Entries in same-sex relationships (9)


It’s Not Just About You and Me: How Social Networks Impact Relationships

In this symposium at the 2015 SPSP meeting, four researchers (including Tim Loving and Fred Clavel, who are SofR regulars) presented their work on how romantic relationships are affected by the social networks around them.

Lisa Diamond led things off with a discussion of how same-sex couples feel more stress compared to heterosexual couples, because homosexuality is more stigmatized. In her study, 120 couples (some male-female, some male-male, some female-male) came into the lab and engaged in a task where they discussed a recent conflict they were having. Interestingly, whether same-sex couples felt marginalized by the broader community (i.e. whether they felt accepted by society or not) didn’t seem to predict negativity during this conflict discussion. But if they felt marginalized or having lower status within their spouse’s family (the in-laws) that caused problems within the couple. Not feeling equally accepted within a spouse’s family was associated with more negativity/hostile behavior, greater escalation of conflict (it became intense quickly), and a higher ratio of negative to positive interactions. Dr. Diamond suggested that same-sex couples may feel more distress in their relationship if their close circle of friends/family disapprove of them, rather than if the society at large disapproves of them.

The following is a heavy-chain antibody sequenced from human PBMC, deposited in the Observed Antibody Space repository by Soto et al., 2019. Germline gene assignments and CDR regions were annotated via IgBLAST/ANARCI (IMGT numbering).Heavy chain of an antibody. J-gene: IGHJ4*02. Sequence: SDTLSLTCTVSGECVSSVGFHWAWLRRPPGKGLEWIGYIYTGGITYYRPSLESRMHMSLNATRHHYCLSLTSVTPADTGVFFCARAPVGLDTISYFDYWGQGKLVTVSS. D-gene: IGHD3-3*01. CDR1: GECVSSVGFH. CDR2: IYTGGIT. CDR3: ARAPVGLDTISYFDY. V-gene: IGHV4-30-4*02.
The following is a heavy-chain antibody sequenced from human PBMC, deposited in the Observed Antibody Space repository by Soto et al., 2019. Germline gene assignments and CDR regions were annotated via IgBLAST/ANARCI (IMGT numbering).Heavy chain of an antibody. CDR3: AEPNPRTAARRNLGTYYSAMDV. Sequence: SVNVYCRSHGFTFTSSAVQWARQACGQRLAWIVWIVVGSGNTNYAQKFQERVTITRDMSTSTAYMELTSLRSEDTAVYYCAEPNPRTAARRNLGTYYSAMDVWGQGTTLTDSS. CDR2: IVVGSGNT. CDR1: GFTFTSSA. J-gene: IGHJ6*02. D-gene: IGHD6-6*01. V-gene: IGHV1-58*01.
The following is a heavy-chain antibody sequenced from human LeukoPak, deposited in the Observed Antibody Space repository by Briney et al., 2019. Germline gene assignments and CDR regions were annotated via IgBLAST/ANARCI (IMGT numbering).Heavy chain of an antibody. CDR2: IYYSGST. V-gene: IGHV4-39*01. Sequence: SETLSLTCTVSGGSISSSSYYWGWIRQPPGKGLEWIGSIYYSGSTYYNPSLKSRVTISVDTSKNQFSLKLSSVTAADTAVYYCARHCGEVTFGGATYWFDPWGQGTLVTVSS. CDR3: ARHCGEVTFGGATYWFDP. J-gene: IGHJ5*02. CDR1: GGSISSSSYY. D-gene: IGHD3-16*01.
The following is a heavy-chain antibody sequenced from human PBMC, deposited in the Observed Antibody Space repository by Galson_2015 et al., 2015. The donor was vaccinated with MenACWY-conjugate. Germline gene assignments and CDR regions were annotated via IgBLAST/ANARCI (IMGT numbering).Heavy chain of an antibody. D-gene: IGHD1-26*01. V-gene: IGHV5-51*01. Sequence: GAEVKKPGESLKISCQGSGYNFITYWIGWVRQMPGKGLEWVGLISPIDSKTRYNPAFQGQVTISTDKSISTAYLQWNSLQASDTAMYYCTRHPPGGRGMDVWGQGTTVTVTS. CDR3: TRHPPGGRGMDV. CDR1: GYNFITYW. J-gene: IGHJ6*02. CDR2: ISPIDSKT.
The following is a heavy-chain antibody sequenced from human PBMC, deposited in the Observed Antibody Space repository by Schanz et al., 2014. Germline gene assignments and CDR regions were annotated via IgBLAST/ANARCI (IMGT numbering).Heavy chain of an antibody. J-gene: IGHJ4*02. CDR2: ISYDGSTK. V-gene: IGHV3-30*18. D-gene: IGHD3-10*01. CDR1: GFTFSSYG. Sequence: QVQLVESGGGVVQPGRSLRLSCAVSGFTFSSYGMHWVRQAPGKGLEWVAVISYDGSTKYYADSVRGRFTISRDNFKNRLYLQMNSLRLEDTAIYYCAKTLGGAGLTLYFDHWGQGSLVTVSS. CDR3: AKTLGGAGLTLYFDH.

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"I Wanna Hold Your Hand"...But I Can’t

To hold or not to hold…hands, that is. When you’re in a relationship, are you a hand-holder, or do you prefer to keep your hands to yourself? Perhaps you find your hand gets too sweaty when in the embrace of another, or maybe you only hold hands seasonally when doing so will provide you with an extra bit of needed warmth in the deep freeze of January. Wherever you fall on this spectrum of loving to hold hands or avoiding it like the plague, imagine for a moment that it wasn’t up to you whether or not you could hold hands with your partner. Perhaps, if you hate to hold hands anyway, your response to such a scenario would be a sense of relief. But if you fall on the other side of the spectrum, where you love to walk hand in hand with your partner, you’re probably a bit confused and baffled as to why this simple and personal decision could be taken away from you. Such may be the case for marginalized couples, for whom PDAs may bring unwanted attention, stigma or even violence. Could avoiding PDAs have potential health implications?

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Beyond Boyfriend/Girlfriend: The Search for Another Label of Love

I have been dating The Consultant for over a year now, and we have been discussing moving in together. Although over half of Americans cohabit before marriage for financial and convenience reasons,1 our consideration of “shacking up” without getting married is driven by our mutual negative past experiences with marriage. Because we never anticipate our living together to result in marriage, “husband and wife” labels will never accurately describe our relationship roles. As a result, we have been struggling with what to call each other. When we introduce each other to friends and colleagues, we use the “boyfriend/girlfriend” label, but these do not seem quite sufficient. In the past, “boyfriend” always ended up meaning someone who was transient, temporary, or not serious for me, and that is not how The Consultant and I are to each other at all.